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J Neurosci. 2006 May 17;26(20):5492-9.

Brain activation during input from mechanoinsensitive versus polymodal C-nociceptors.

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Institute of Physiology and Pathophysiology, University of Erlangen/Nuernberg, D-91054 Erlangen, Germany.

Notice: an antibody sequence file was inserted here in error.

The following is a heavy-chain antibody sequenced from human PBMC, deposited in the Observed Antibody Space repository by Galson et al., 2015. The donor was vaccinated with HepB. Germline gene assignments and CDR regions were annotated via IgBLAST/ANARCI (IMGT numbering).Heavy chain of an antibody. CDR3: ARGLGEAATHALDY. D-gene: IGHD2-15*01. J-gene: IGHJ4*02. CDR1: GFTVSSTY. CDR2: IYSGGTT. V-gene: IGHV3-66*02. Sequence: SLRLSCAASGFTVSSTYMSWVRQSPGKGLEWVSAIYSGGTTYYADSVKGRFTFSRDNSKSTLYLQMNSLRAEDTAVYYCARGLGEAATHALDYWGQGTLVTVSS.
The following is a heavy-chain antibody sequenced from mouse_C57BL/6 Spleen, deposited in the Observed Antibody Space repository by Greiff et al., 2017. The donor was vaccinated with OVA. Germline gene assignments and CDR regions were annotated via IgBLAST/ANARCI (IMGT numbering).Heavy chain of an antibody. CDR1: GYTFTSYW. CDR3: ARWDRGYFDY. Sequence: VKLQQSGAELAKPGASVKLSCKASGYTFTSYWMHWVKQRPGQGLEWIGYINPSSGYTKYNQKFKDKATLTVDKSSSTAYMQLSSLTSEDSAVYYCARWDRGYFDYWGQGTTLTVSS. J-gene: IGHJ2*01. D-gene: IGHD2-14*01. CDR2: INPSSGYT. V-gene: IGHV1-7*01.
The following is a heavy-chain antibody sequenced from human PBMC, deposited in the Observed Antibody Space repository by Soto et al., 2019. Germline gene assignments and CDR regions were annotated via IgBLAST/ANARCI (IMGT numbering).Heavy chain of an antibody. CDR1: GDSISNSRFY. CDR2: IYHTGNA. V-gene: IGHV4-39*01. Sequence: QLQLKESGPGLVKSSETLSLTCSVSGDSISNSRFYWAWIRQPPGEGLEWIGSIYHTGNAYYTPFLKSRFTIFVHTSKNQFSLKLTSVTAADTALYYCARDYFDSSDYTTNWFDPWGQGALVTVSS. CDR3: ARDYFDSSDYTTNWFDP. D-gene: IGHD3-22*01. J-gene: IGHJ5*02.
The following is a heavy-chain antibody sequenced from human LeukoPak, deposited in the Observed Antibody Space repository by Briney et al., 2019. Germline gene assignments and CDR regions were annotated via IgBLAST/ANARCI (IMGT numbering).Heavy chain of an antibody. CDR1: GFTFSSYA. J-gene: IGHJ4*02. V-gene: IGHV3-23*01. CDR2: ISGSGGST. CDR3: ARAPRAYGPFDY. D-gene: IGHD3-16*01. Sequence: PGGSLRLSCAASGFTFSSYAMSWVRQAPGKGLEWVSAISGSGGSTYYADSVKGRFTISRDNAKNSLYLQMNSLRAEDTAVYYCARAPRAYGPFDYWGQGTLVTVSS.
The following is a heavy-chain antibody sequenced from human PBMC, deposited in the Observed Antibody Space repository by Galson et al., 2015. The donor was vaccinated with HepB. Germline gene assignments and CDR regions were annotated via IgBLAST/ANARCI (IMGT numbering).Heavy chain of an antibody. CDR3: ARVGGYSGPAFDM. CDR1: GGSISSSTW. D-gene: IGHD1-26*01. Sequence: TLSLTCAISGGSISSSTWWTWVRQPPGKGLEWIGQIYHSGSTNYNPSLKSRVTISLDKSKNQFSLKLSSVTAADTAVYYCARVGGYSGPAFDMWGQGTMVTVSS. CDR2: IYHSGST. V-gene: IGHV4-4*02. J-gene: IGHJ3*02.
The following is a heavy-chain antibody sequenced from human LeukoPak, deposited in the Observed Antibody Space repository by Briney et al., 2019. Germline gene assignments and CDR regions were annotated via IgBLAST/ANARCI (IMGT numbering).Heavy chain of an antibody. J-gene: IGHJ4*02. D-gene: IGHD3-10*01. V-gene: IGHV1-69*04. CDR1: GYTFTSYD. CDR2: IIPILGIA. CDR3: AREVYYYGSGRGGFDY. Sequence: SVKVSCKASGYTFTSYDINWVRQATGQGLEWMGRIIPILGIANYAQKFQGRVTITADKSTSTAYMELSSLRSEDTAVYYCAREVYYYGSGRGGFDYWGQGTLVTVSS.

C-nociceptors mediating cutaneous pain in humans can be distinguished in mechano-heat-responsive units (CMH) and mechano-insensitive units (CMi). However, if sensitized in damaged tissue, CMi play an important role in inflammatory pain. CMi differ from CMH by higher electrical thresholds and by mediating the axon reflex. Using these properties, we established two stimulation paradigms: (1) transcutaneous stimulation (TCS) of low current density below the CMi threshold and (2) intracutaneous stimulation (ICS) of high current density that excites CMi. This was proven by the quantification of the axon-reflex flare. Applying these stimulation paradigms during functional magnetic resonance imaging, we investigated whether nociceptor stimulation that recruits CMi leads to different cerebral activation than stimuli that do not recruit CMi. Brain activation by CMi was inferred by subtraction. Both stimuli recruited multiple afferents other than CMi, and we expected a common network of regions involved in different aspects of pain perception and motor nocifensive reactions in both stimuli. ICS that additionally recruited CMi should activate regions with low acuity that are involved in pain memory and emotional attribution. Besides a common network of pain in both stimuli, TCS activated the supplementary motor area, motor thalamic nuclei, the ipsilateral insula, and the medial cingulate cortex. These regions contribute to a pain processing loop that coordinates the nocifensive motor reaction. CMi nociceptor activation did not cause relevant activation in this loop and does not seem to play a role in withdrawal. The posterior cingulate cortex was selectively activated by ICS and is apparently important for the processing of inflammatory pain.

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